We all know, that tractors were not design to drive on a road, especially on freeways or public roads. But many tractor owners or operators, time to time, must/need to drive on a road shared with others. And mostly, all those others, are much faster, than tractor, vehicles. Well, a bicycle can be an exception. So, how to stay alive and safe, not harming anyone while you on a driveway full of traffic?
First and most important. Remember. A tractor is not a racing car. Even though its red machine you operate.
Second. Consider disengaging 4-wheel-drive. On the pavement, driving your tractor in 2-wheel-drive eases the stresses placed on the transmission and other drivetrain components. One of the reasons for this is that tractor 4-wheel-drive systems are designed to provide maximum pulling power on soil and other surfaces with less traction than pavement provides. A tractor’s front and rear wheels don't necessarily turn at exactly the same speed. This is not an issue and is actually a benefit to tractor performance on soil, grass or other surfaces with some slip and “give”. But for extended operation on dry pavement, this good 4-wheel-drive tractor feature may increase tire wear and drive train stress. So, operating in 2-wheel-drive mode may be the preferred setting during road transport. Be careful though, as 2-wheel-drive reduces the braking performance on most tractors. The front wheels will not have any braking capability with 4-wheel drive disengaged. If you are towing a load on the road with the tractor, you need to pay extra attention to braking performance when choosing to operate in 2-wheel drive or 4-wheel drive.
The third. Remember. A tractor still is NOT a car. It’s not even a truck. In all on-road operating circumstances, remember that tractors perform differently than trucks and cars designed for on-road operation. With a tractor, slow down a lot before turning during road transport. Tractors tend to have a higher center of gravity than cars and trucks. Turning and abrupt maneuvers at too high a speed are more likely to cause an overturn or loss of control with a tractor compared to vehicles designed to operate on highways.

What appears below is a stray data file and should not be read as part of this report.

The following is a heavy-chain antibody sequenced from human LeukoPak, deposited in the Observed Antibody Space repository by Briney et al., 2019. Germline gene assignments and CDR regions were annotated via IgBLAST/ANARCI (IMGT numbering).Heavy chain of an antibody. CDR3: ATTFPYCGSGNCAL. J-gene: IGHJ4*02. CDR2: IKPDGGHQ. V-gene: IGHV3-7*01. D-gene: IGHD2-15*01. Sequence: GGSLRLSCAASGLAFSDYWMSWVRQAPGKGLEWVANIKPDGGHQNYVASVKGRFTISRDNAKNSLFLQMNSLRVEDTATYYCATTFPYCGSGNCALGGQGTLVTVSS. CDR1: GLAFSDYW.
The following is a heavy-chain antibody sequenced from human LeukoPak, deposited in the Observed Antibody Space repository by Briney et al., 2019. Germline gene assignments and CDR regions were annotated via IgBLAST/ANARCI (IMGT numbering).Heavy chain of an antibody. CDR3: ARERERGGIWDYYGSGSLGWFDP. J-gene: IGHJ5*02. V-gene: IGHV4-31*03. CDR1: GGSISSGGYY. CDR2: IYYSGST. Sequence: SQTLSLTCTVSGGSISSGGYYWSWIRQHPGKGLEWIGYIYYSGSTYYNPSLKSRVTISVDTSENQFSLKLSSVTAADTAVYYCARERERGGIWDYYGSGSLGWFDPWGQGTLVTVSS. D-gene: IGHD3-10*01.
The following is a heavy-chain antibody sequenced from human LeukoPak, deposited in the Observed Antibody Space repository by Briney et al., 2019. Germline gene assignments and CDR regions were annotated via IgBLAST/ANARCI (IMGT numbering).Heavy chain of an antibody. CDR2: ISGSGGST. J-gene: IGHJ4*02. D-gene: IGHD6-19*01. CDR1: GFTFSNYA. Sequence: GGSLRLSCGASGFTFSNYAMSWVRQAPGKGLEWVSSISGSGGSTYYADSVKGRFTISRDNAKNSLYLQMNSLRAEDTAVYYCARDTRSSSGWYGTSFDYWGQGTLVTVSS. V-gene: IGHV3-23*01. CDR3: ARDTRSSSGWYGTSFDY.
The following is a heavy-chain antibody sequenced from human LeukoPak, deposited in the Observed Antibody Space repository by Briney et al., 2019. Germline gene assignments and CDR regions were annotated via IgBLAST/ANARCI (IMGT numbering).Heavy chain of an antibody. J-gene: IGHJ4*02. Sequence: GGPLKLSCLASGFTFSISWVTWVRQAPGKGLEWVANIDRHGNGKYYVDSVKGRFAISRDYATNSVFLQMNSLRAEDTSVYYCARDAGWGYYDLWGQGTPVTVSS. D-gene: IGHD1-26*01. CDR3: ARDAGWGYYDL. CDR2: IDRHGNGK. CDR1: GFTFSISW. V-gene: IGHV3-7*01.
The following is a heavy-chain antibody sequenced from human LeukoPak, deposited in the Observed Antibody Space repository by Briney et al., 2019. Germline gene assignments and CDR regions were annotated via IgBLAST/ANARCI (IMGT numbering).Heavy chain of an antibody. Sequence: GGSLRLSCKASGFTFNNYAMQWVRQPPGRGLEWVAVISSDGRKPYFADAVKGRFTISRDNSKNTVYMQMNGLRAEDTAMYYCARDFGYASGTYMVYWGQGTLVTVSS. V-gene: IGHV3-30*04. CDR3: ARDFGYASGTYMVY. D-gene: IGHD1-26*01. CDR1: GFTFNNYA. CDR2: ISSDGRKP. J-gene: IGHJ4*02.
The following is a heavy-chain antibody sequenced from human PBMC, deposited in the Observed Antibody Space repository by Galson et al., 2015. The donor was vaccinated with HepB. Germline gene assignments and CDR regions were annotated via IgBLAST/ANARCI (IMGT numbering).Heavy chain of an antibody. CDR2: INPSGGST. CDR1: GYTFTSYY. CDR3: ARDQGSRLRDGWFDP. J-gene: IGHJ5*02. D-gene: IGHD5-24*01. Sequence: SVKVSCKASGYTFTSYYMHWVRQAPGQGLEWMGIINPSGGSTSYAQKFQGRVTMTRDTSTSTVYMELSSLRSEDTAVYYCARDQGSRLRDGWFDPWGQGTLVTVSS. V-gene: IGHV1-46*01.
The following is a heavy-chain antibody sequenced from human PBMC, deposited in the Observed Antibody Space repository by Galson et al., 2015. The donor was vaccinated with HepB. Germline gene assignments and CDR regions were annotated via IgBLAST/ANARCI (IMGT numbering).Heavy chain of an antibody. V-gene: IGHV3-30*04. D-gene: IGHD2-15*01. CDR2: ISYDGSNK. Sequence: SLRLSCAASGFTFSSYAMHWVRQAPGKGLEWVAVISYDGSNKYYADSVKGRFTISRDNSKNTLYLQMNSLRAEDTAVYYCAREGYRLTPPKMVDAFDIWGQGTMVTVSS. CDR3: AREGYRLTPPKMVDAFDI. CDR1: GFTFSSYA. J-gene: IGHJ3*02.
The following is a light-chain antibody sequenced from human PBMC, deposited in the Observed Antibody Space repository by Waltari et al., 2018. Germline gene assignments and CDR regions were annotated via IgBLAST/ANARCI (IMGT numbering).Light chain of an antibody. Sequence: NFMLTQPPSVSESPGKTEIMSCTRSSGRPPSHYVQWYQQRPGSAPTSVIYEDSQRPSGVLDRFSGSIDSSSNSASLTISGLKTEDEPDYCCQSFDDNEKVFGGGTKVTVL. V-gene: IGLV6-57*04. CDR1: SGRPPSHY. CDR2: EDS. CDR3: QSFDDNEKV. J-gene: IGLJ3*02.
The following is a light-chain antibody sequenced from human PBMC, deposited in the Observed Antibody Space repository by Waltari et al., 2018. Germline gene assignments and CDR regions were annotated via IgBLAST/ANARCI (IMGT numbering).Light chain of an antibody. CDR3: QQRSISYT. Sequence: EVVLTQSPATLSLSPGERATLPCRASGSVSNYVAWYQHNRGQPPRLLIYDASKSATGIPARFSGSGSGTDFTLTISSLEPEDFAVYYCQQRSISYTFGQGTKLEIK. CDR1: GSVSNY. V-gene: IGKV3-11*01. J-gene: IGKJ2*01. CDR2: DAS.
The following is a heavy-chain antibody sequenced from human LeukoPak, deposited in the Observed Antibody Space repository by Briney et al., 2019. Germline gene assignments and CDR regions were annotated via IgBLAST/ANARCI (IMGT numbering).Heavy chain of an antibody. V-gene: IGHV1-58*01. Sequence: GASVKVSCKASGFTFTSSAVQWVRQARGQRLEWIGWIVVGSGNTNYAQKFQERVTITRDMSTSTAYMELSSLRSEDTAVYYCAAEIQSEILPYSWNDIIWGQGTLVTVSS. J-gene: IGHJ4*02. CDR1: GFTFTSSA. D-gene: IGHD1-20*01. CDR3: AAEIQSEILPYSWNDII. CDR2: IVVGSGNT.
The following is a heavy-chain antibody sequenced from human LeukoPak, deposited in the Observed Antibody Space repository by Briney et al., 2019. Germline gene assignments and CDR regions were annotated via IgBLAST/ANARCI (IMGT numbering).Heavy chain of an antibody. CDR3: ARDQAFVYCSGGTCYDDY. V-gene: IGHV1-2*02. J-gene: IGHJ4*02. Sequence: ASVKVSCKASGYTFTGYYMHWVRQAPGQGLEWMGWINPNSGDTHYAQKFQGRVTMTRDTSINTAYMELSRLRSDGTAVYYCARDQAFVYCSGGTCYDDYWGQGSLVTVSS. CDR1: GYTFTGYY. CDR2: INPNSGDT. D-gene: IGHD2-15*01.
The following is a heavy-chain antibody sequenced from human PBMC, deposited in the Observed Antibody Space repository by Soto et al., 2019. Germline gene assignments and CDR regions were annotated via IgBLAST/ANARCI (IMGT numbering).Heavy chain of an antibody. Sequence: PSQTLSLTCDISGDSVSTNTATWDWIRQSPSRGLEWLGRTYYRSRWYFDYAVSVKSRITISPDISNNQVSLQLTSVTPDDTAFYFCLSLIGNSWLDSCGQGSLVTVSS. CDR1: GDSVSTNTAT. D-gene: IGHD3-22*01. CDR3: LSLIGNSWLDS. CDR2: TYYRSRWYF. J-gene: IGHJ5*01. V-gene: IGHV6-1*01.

Fourth. Don't floor it, maintain control. When driving a tractor on the road, help maintain control by a careful and cautious selection of your travel speed. You can also help maintain the stability of your tractor if you avoid operating the differential lock when on paved roads and paths. Take care to turn the steering wheel slowly, smoothly and gradually. Avoid sudden direction changes to keep you in control.
Fifth. Lock the 3-point hitch. When carrying 3-point-mounted implements during road transport, ensure the 3-point hitch is locked into the up position. Do not operate the 3-point hitch control lever while transporting implements.
Six. Drawbar towing. When using the drawbar hitch to tow a trailer, wagon or other attachment down the road; use safety chains. Use a drawbar hitch pin designed for that use and use a lynchpin clip or lock that prevents the hitch pin from falling out of the drawbar.
Seven. Connect split brake pedals. If your tractor is equipped with a separate brake pedal for each rear wheel brake, be sure both pedals are locked together when transporting the tractor on the road.
Eight. Be car-cautious. Use your SMV. There is a significant difference between nations and among states, provinces, and cities regarding the traffic rules that apply to operate tractors and other farm equipment on public roads and highways. If road transport is a factor in your tractor use, become familiar with your local, state, province and national rules to help avoid a traffic ticket or other issues with on-road tractor operation. Another point to remember is to display your slow-moving vehicle (SMV) sign on the rear of the tractor. If a towed or mounted implement blocks the SMV on the tractor, make sure there is an SMV on the implement.
The last one. But probably the most important. Read these rules BEFORE and not while you already on a road. And you know, don’t text and drive...